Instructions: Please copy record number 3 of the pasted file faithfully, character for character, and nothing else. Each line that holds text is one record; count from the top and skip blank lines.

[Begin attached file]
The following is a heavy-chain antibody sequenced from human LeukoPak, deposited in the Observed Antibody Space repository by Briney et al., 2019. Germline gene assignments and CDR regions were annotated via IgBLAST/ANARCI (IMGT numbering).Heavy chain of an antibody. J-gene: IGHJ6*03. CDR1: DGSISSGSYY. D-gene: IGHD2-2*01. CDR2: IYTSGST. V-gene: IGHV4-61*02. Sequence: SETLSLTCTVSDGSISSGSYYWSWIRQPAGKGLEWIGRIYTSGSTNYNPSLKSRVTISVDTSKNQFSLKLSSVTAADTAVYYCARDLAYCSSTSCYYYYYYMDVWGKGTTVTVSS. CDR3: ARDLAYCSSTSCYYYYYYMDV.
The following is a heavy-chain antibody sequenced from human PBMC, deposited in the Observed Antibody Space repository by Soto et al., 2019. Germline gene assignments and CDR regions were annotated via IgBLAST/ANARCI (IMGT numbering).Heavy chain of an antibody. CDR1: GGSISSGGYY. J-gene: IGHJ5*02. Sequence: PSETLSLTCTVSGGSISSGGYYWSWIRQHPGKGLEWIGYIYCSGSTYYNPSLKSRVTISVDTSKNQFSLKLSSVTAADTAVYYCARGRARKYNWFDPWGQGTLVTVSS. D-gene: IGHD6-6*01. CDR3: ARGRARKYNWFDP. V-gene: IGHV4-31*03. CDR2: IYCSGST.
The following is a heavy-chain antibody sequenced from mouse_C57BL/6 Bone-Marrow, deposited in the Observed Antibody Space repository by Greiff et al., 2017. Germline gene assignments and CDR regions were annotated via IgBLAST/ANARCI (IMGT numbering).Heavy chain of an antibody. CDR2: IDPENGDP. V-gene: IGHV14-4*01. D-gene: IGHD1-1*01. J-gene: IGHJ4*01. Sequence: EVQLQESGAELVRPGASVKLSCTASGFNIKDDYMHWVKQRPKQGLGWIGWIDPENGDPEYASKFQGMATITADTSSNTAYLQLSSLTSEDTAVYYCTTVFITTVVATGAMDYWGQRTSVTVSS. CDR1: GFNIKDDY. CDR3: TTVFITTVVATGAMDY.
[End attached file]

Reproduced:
The following is a heavy-chain antibody sequenced from mouse_C57BL/6 Bone-Marrow, deposited in the Observed Antibody Space repository by Greiff et al., 2017. Germline gene assignments and CDR regions were annotated via IgBLAST/ANARCI (IMGT numbering).Heavy chain of an antibody. CDR2: IDPENGDP. V-gene: IGHV14-4*01. D-gene: IGHD1-1*01. J-gene: IGHJ4*01. Sequence: EVQLQESGAELVRPGASVKLSCTASGFNIKDDYMHWVKQRPKQGLGWIGWIDPENGDPEYASKFQGMATITADTSSNTAYLQLSSLTSEDTAVYYCTTVFITTVVATGAMDYWGQRTSVTVSS. CDR1: GFNIKDDY. CDR3: TTVFITTVVATGAMDY.